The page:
Graphic Notation

  • untitled graphic notationuntitled graphic notation for a 15 minute sound composition in 3 movements
  • Thunderscoregraphic notation for a 30 minute sound composition in 3 movements
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I use graphic notation to represent sounds, not as a composer specifying the way they want a piece to be played, but because I am interested in the dialog the act of interpretation establishes between image and sound. I prefer spontaneous forms of music where sound is born from performers responding to one and other or to an idea in the moment, but I believe there must be some guiding structure to that process. Therefore I make drawings, multimedia collages which present the performer and the audience with something more open, more abstract – an outline for the structure of the piece.  I aim to create an object which opens a space for the creative act.  Within that structure I want each performer to know when to begin to freely interpret the marks on the page, expressing his or her unique voice, and also to know when to stop.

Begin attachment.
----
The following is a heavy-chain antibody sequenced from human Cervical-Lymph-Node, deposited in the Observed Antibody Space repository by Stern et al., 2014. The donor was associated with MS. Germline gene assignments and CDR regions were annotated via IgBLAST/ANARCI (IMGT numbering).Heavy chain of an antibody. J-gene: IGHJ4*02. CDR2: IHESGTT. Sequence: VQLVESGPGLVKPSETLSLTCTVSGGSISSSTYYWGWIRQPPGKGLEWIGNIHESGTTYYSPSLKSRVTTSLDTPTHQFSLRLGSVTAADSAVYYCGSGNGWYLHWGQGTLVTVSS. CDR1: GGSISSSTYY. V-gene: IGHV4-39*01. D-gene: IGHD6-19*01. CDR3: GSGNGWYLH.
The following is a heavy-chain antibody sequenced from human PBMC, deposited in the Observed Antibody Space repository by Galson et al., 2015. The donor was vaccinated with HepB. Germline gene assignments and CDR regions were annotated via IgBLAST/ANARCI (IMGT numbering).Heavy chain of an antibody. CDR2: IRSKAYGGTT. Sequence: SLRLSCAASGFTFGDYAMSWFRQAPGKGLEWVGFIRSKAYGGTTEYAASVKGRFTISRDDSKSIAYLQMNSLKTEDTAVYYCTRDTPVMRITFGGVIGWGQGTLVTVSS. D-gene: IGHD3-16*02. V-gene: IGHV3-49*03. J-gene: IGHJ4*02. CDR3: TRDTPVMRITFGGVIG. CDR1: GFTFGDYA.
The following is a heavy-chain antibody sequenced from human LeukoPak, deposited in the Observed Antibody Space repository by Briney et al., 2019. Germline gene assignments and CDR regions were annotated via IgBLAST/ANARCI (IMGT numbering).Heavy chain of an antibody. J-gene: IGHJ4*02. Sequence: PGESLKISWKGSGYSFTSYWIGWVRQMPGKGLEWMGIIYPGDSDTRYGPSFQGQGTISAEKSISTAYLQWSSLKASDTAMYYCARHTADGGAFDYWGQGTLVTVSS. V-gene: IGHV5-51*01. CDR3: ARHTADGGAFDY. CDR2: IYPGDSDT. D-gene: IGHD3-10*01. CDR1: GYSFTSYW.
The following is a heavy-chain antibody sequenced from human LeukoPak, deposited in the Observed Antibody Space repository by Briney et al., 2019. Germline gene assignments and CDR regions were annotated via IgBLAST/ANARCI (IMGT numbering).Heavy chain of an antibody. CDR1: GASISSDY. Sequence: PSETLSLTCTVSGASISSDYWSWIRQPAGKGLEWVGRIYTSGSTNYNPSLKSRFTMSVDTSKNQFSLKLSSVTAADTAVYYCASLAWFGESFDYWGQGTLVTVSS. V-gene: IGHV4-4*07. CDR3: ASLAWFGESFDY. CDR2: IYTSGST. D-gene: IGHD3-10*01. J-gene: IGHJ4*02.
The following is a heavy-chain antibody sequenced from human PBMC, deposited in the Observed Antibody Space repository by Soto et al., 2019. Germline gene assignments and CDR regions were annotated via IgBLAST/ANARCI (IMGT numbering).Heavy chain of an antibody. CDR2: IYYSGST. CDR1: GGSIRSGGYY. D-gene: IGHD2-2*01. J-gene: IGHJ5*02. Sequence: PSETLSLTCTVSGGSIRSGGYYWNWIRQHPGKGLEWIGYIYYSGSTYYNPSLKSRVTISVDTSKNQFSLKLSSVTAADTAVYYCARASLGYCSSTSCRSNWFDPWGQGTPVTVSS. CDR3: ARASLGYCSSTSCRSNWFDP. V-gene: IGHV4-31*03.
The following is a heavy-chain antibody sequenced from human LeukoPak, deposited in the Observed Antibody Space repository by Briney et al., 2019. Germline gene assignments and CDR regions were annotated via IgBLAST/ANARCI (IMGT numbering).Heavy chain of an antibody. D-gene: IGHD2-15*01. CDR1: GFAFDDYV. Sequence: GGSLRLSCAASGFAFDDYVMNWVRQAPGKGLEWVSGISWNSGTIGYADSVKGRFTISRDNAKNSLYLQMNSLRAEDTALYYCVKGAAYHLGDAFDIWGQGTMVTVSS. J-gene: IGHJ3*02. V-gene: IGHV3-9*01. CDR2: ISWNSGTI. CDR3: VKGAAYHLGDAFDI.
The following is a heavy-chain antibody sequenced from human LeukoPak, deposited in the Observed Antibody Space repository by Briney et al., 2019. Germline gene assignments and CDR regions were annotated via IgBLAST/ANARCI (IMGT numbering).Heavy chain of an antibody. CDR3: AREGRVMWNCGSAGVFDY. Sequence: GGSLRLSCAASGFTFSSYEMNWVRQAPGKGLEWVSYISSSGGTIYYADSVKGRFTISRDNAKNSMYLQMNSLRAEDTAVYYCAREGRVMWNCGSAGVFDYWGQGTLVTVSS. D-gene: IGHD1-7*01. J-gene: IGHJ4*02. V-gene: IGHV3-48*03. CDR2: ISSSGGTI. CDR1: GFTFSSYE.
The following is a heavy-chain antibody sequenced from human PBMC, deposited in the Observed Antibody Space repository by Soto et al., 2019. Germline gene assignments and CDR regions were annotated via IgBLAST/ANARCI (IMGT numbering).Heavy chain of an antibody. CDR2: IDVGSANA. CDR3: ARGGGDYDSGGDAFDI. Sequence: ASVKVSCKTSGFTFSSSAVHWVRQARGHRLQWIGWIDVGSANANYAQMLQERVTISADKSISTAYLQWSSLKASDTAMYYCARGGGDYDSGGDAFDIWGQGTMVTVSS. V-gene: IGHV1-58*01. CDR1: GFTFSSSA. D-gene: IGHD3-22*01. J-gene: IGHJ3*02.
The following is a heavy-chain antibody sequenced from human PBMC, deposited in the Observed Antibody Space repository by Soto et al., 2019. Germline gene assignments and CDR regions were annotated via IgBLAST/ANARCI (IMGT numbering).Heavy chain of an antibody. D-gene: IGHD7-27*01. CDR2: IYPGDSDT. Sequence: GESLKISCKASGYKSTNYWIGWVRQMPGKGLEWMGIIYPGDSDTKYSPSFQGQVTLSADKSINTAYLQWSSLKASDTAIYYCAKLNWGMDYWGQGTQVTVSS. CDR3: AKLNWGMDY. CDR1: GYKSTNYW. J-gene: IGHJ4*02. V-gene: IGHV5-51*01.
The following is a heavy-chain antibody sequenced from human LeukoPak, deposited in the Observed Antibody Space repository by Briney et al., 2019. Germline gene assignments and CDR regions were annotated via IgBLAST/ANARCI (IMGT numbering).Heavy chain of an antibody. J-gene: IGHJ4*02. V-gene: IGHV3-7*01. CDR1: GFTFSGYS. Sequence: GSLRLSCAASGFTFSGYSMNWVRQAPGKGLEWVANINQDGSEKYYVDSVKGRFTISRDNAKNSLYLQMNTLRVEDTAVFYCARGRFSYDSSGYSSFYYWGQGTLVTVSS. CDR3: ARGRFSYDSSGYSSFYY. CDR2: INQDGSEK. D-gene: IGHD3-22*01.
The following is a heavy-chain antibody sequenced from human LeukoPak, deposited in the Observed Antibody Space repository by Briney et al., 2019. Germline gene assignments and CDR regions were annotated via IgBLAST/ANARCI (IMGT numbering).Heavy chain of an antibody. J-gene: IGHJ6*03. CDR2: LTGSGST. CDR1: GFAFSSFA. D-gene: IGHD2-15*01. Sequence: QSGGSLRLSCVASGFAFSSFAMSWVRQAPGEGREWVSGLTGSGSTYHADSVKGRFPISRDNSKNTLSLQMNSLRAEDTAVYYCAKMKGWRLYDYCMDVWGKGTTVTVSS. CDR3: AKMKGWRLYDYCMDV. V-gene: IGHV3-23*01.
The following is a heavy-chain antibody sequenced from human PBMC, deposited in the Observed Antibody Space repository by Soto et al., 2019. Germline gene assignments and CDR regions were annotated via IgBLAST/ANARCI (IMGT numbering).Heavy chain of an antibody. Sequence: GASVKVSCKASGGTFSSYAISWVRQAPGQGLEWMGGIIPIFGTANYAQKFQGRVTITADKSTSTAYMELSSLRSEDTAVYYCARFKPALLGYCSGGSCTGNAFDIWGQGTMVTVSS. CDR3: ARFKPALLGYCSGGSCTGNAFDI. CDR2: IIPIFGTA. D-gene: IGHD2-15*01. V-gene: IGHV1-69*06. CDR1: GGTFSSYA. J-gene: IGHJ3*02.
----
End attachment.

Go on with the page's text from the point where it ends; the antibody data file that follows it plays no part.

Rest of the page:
Sound and space mutually produce and define each other. Beyond pitch and modulation, sounds have a quality that is the result of the context in which they are made. I always take this into consideration. When I compose an image, I think of sound, and vice versa.  I want to give dimension to the image so that the player may later give dimension to the sound.  I often contextualize more expressive mark making within minimal graphic representations of space to hint at the size shape and materiality of that gesture’s container. Clapping my hands inside the coat closet will sound very different than clapping them in the white marble grandure of the Taj Mahal.